In the Evil Dead II Workprint, steam pipes can be seen appearing out of the piano, any idea on the thinking behind that?  
Not sure I can say. I helped rig the piano and there were no steam pipes used on set. Could have been old footage from another film used as slug until they got the hero image. That does happen sometimes.

Do you know the story behind the rat seen in the cellar & workshed sets nicknamed Señor Cojones  
We raised all of the rat from babies. They grow pretty darn fast. Sam wanted the rats to become familiar with people and not run off. He had a big set of Balls, so Señor Cojones it was.

A plastic replica of the Nightmare On Elm Stree Freddy glove, made by Tony for Evil Dead II (Photo taken 2019)

Is the somewhat dilapidated Freddy Kruger glove shown in your photos, the same one hung in the workshed & Cellar of Evil Dead II?  
It is the same glove. I suggested the idea of using the Freddy glove and Sam liked the idea. Continuing the Sam vs Wes idea from the original Evil Dead. I made it from one of my old leather work gloves, a plastic soda bottle, rivets and sheets of thin plastic for the blades. Painted it up and aged it. It's one of the few things I still own.

A Talent Show flyer created by Tony during Evil Dead II (1986)
A Talent Show flyer, created by Tony during Evil Dead II (1986)

Much of the Evil Dead II Talent Show, appears totally & utterly nonsensical. Are you able to elaborate on this event?  
The party was my idea. When we took over the school, we used the auditorium to screen our dailies. One night, I was hinting to Sam that we should put on a talent show. He loved the idea. It was a great idea to help everyone relieve some stress. I created a couple flyers and posted them all over the school and had them copied to the back of the call sheets. Word quickly got out and before you knew it, we had a show. The entire crew and cast jumped in and participated. Just a fun way to blow off steam. The art department created the set, and the lighting department rigged up some lighting. Sound hooked us up with a mic and speakers. It was a blast. All we needed was air-conditioning. I performed magic, while Sam kept the stage fogged up with a small hand-held fogger. This worked great until it accidentally got unplugged. This caused the oil to squirt out of the nozzle and not dissipate.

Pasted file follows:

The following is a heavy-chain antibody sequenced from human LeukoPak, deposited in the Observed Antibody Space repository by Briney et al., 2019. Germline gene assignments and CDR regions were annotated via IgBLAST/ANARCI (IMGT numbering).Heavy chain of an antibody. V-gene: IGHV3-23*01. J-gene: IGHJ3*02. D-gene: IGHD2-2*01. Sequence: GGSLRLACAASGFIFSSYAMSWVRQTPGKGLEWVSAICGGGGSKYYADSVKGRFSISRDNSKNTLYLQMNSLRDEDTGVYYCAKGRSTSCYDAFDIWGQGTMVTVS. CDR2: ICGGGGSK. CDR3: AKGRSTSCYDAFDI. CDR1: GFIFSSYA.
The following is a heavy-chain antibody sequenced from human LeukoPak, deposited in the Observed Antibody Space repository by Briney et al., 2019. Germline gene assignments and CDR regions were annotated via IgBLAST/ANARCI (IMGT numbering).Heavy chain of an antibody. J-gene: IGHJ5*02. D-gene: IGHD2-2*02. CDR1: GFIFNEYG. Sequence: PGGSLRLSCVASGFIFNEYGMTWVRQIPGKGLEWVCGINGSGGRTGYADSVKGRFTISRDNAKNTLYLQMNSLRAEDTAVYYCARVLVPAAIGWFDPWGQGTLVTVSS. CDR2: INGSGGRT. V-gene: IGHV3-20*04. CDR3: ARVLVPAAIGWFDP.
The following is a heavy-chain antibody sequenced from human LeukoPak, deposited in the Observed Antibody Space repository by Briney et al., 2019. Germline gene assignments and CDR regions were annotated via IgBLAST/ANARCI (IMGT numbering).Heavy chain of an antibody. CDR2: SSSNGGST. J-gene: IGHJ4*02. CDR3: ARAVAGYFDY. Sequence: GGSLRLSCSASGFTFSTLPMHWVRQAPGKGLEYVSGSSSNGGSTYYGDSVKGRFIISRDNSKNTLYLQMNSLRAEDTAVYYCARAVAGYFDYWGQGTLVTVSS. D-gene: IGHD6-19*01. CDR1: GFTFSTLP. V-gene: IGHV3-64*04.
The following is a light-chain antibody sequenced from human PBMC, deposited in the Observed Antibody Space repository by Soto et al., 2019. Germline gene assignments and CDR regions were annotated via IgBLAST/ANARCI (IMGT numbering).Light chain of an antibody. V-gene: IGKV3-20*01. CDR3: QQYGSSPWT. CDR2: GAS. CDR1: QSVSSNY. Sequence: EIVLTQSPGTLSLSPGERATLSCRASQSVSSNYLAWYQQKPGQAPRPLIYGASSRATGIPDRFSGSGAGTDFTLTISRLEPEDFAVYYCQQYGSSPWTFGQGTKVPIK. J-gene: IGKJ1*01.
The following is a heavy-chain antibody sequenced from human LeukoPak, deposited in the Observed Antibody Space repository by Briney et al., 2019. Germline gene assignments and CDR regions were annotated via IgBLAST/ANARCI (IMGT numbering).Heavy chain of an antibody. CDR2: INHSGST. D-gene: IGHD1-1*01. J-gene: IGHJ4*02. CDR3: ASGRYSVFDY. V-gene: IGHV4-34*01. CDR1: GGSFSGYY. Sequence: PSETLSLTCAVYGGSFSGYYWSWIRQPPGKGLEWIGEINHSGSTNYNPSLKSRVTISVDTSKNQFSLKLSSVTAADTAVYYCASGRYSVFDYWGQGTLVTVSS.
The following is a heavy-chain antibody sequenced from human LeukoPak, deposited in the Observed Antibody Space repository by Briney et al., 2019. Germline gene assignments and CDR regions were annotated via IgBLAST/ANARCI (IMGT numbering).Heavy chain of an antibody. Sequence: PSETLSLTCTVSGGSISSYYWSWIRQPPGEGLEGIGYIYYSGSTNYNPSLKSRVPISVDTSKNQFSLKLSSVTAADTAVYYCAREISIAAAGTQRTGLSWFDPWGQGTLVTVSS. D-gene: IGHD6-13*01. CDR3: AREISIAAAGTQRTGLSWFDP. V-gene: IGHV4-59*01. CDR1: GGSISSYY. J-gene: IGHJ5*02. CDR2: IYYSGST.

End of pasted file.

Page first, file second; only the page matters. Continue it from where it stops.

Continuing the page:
Tony with Sam Raimi during Evil Dead II (1986)
During one of my tricks, Sam shot me in the face with the smoke, sending hot oil into my right eye. It was a total accident; he had no idea. But the show had to go on. The oil caused my eye to water and swell shut. I did my best to keep going and did. The entire night was a memory I'll never forget, full of fun, pain and lots of hangovers the next day.

Are there any final memories you want to add?  
Working with Sam, Bruce, Rob and Ted was one of the greatest experiences of my life. We remain friends today and I'm still big fans of them all. Also getting to work with several of my heroes, including Mark Shostrom and Tom Sullivan. Getting to meet Tony Gardner and Greg Nicotero, along with the entire makeup department, was amazing. I learned so much from them. Getting a small cameo as a luggage monkey in the airport scene was a blast. Sam, knowing I was a filmmaker myself, let me shoot some B-Roll. A couple of the shots ended up in the final film. One couldn't ask for a better experience. Yes, it was hot, full of long hours and stress for everyone, but I wouldn't have traded it for anything.

Huge thanks to Tony for taking the time to do this interview, and with providing some great photos.